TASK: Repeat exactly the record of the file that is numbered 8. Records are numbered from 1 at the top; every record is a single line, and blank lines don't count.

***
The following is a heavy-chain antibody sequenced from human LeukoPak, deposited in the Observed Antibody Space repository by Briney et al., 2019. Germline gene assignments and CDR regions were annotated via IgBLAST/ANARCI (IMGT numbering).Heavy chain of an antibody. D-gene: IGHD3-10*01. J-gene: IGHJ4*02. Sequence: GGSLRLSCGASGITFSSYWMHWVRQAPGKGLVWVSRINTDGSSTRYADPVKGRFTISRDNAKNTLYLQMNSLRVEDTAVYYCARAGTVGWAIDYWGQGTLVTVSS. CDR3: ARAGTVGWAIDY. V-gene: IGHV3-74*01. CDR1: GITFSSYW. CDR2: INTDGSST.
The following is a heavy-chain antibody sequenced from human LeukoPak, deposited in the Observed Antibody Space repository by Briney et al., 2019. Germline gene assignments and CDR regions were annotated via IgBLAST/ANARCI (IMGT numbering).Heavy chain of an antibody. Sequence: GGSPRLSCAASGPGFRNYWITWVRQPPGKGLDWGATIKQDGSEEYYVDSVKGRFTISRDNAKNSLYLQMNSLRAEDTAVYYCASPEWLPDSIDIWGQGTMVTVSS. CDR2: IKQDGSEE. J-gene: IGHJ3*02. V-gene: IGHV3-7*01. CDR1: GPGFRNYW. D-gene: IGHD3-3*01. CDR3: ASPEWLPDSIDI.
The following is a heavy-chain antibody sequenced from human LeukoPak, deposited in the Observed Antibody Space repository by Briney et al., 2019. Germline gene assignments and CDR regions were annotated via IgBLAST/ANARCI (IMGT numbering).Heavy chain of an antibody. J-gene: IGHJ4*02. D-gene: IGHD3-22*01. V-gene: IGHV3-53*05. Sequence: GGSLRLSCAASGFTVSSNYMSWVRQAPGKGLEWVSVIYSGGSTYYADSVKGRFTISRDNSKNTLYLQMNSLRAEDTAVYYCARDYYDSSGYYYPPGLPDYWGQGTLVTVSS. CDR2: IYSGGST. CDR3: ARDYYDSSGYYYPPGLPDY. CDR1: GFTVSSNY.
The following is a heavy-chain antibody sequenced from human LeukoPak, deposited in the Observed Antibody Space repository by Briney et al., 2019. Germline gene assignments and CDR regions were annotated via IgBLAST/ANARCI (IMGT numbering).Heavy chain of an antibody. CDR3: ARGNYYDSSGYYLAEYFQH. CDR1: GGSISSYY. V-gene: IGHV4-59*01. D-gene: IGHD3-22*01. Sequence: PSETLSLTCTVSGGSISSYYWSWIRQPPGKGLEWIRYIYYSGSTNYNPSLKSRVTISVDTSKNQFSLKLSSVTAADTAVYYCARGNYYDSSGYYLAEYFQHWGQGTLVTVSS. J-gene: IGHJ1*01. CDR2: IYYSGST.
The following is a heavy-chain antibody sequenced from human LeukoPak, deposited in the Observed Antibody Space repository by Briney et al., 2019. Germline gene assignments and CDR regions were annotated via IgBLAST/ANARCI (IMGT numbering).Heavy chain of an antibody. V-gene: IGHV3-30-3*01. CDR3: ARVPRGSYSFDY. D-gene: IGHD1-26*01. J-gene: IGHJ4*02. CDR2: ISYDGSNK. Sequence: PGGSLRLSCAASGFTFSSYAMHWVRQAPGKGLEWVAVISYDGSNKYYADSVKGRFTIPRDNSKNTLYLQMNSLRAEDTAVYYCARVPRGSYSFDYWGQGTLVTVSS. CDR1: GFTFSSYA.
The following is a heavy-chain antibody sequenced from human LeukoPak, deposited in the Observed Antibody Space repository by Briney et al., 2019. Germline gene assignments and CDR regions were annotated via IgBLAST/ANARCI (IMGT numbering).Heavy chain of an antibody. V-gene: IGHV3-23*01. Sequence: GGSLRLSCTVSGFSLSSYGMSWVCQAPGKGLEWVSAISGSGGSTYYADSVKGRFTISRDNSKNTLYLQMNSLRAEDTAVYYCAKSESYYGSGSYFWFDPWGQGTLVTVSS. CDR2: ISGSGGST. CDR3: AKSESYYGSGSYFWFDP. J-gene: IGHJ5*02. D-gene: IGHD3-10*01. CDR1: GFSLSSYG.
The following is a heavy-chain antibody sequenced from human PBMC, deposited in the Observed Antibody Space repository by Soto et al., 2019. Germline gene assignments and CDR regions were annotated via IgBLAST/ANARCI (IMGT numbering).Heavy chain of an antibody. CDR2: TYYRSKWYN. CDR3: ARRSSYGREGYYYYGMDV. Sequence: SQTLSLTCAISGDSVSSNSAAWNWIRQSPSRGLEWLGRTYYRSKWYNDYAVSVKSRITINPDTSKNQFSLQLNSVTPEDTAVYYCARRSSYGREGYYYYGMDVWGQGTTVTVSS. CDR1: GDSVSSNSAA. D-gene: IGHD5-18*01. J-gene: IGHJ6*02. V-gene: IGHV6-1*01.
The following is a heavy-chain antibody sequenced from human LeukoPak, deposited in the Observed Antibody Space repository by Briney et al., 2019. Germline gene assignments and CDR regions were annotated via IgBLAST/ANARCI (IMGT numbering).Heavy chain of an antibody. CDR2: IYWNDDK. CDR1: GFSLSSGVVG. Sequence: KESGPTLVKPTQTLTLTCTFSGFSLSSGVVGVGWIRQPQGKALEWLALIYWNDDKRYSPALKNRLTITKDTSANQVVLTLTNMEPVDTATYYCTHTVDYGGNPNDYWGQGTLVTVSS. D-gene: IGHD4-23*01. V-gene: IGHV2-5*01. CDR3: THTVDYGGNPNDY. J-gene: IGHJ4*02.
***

The following is a heavy-chain antibody sequenced from human LeukoPak, deposited in the Observed Antibody Space repository by Briney et al., 2019. Germline gene assignments and CDR regions were annotated via IgBLAST/ANARCI (IMGT numbering).Heavy chain of an antibody. CDR2: IYWNDDK. CDR1: GFSLSSGVVG. Sequence: KESGPTLVKPTQTLTLTCTFSGFSLSSGVVGVGWIRQPQGKALEWLALIYWNDDKRYSPALKNRLTITKDTSANQVVLTLTNMEPVDTATYYCTHTVDYGGNPNDYWGQGTLVTVSS. D-gene: IGHD4-23*01. V-gene: IGHV2-5*01. CDR3: THTVDYGGNPNDY. J-gene: IGHJ4*02.